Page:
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Encrypting data is the key to a peaceful New Year (Includes interview)

Technology and awareness need to combine to create a more secure business setting in 2021. To gain an insight into the shifting world of cybersecurity, Digital Journal touched base with from Nir Gaist, Founder and CEO, Nyotron. The key points Gaist made were:

COVID-19 is here to stay, virtually

Gaist says we need to adapt to living with the virtual world, forced upon us by the SARS virus: “The pandemic is not going away, at least not from the attacker’s standpoint. Mass fear and uncertainty have always served as ultimate ‘opportunities’ for scams and other, brand new creative attack vectors. While we are all on the lookout for long-awaited vaccines, we should also beware of vaccines related scams and messages, as these will surely become a major vector for fake news, misinformation and malware delivery.”

More infrastructural vulnerabilities

Cybersecurity will increase in 2021, says Gaist, and this not least due to inherent flaws in infrastructure: “As many organizations are adapting to the new WFH normal, some are even embracing it and have already announced it as their forever normal. While remote employees have always been there, most organizations’ security theater is not really there yet. This reality draws more attacker’s attention to the infrastructure, and, as the old saying goes – the more popular the product, the more vulnerabilities will be found in it.”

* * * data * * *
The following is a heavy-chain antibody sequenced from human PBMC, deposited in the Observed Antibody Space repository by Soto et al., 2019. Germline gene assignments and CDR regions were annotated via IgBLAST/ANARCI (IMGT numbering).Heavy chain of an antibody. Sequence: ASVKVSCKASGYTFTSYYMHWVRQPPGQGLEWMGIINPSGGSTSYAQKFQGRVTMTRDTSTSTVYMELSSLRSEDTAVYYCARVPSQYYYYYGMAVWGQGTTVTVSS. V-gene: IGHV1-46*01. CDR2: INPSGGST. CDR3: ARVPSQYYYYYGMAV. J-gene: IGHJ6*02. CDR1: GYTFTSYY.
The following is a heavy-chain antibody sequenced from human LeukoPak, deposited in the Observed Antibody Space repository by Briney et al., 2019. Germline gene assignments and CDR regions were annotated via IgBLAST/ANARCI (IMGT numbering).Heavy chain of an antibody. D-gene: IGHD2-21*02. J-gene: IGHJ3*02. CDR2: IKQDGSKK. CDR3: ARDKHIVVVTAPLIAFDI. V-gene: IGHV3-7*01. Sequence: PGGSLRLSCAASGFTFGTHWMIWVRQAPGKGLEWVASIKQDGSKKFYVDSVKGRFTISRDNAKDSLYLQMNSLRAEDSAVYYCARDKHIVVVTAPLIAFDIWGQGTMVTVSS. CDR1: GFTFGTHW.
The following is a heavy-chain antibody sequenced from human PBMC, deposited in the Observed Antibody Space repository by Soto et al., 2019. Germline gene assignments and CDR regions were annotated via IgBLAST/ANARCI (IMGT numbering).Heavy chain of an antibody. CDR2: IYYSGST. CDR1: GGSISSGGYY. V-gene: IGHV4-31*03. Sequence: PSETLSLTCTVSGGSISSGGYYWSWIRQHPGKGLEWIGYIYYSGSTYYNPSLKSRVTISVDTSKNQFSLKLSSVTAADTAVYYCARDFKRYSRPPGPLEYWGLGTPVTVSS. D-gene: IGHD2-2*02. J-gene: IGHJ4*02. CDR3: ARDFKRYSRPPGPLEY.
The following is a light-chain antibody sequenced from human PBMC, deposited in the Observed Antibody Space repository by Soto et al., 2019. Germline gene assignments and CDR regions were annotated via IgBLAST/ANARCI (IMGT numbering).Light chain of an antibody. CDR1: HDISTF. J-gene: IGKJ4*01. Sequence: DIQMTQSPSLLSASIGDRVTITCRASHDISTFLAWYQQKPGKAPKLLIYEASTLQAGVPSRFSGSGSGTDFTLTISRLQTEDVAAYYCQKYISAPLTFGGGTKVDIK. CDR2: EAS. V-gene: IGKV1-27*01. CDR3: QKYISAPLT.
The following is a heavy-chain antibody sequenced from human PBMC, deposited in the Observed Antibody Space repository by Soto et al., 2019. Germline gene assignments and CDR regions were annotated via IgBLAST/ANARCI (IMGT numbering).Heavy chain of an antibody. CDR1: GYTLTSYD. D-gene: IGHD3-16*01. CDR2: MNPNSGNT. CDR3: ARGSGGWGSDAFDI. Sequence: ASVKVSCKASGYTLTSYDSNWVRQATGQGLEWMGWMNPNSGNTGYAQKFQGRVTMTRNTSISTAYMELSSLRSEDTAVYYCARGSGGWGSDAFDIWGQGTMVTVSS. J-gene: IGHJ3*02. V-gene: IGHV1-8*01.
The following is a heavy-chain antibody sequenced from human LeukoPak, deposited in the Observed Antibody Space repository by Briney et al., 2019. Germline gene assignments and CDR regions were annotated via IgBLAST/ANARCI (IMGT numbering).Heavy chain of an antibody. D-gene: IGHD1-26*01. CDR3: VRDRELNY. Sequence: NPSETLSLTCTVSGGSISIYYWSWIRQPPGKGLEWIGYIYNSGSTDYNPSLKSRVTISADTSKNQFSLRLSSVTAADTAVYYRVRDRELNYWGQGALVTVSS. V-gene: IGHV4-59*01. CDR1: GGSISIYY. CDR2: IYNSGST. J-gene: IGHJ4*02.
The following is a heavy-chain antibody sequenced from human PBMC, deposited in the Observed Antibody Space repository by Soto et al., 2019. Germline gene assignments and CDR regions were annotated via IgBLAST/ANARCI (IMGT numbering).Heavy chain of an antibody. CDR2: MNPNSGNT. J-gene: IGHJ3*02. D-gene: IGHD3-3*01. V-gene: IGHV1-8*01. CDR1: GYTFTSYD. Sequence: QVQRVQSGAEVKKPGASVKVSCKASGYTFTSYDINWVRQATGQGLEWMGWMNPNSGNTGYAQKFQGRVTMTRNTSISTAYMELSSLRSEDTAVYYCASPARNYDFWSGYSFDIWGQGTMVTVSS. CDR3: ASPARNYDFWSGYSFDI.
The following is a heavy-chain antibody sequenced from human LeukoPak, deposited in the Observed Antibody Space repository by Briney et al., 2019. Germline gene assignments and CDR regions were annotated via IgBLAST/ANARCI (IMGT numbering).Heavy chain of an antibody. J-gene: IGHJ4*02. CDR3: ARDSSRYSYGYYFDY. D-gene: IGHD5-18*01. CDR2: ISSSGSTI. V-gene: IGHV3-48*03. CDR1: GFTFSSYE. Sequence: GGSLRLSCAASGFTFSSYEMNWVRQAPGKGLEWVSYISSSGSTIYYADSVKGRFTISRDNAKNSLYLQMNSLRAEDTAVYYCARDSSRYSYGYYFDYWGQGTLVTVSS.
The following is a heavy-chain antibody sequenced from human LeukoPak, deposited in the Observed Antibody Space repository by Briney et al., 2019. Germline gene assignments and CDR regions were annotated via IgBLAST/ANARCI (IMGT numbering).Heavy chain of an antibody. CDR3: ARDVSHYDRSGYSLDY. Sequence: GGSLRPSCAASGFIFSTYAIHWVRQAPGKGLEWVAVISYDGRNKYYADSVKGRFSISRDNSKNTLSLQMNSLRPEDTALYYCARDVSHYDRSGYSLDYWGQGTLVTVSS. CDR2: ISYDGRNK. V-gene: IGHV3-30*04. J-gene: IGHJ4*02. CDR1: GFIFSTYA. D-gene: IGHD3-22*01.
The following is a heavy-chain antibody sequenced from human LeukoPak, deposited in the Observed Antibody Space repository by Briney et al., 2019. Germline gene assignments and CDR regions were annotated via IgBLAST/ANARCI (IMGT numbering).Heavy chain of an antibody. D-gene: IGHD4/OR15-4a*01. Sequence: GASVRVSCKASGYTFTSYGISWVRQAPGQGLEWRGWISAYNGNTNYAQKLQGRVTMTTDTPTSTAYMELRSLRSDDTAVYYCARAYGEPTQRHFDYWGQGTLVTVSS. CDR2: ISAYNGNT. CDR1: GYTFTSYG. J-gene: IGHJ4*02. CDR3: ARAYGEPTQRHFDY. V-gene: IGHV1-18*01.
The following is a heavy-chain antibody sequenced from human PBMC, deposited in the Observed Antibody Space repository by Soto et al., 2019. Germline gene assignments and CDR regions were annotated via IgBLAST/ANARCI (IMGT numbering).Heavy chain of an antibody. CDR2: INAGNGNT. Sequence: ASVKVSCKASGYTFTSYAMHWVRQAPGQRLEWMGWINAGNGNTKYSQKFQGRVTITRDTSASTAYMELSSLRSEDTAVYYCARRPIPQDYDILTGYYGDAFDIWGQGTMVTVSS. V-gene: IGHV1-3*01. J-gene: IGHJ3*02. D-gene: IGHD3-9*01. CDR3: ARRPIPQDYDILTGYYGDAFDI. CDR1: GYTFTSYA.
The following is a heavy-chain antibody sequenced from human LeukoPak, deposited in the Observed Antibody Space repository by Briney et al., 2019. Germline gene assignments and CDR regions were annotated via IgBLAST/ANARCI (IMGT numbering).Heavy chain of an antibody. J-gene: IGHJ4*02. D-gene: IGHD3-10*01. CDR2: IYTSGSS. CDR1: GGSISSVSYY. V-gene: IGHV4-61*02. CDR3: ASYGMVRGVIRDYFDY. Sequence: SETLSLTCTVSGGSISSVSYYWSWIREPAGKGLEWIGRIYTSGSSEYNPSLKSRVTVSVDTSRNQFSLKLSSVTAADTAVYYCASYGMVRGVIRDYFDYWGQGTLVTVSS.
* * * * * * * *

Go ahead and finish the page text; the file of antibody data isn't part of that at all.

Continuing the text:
More data goes encrypted, and voila

The solution to better cybersecurity, says Gaist, lies with encryption and this is the best protection against ransomware. Here he notes: “Yes, ransomware. But not that old pay-to-decrypt modus-operandi that we all know. With a rapidly-growing budget most VC-backed startups are dreaming of, these ransomware groups are becoming really slick, well organized and pretty darn effective. New pressure techniques and incentives of payment are evolving with recent attacks, where encryption of data is sometimes left out in favor of exfiltration. We should certainly prepare for bolder, more sophisticated techniques.”

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Dr. Tim Sandle is Digital Journal's Editor-at-Large for science news. Tim specializes in science, technology, environmental, business, and health journalism. He is additionally a practising microbiologist; and an author. He is also interested in history, politics and current affairs.

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